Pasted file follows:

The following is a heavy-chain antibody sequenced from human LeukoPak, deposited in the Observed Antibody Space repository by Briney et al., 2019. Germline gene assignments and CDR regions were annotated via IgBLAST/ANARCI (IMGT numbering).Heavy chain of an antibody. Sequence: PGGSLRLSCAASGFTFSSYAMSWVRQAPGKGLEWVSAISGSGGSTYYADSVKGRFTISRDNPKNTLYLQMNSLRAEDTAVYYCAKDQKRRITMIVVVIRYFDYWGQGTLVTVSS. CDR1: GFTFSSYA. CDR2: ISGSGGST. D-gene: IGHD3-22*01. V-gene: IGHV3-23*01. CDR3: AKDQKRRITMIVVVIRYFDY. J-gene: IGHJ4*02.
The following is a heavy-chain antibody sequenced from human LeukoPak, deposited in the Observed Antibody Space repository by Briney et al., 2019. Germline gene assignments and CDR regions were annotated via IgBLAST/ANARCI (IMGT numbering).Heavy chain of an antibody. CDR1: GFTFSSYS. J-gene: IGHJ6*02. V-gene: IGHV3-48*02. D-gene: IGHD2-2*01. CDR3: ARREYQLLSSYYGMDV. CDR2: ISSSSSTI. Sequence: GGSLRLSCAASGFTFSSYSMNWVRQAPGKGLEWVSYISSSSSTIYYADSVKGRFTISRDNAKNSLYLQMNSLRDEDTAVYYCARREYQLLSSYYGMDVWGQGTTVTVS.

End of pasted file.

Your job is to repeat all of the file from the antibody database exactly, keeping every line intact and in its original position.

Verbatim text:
The following is a heavy-chain antibody sequenced from human LeukoPak, deposited in the Observed Antibody Space repository by Briney et al., 2019. Germline gene assignments and CDR regions were annotated via IgBLAST/ANARCI (IMGT numbering).Heavy chain of an antibody. Sequence: PGGSLRLSCAASGFTFSSYAMSWVRQAPGKGLEWVSAISGSGGSTYYADSVKGRFTISRDNPKNTLYLQMNSLRAEDTAVYYCAKDQKRRITMIVVVIRYFDYWGQGTLVTVSS. CDR1: GFTFSSYA. CDR2: ISGSGGST. D-gene: IGHD3-22*01. V-gene: IGHV3-23*01. CDR3: AKDQKRRITMIVVVIRYFDY. J-gene: IGHJ4*02.
The following is a heavy-chain antibody sequenced from human LeukoPak, deposited in the Observed Antibody Space repository by Briney et al., 2019. Germline gene assignments and CDR regions were annotated via IgBLAST/ANARCI (IMGT numbering).Heavy chain of an antibody. CDR1: GFTFSSYS. J-gene: IGHJ6*02. V-gene: IGHV3-48*02. D-gene: IGHD2-2*01. CDR3: ARREYQLLSSYYGMDV. CDR2: ISSSSSTI. Sequence: GGSLRLSCAASGFTFSSYSMNWVRQAPGKGLEWVSYISSSSSTIYYADSVKGRFTISRDNAKNSLYLQMNSLRDEDTAVYYCARREYQLLSSYYGMDVWGQGTTVTVS.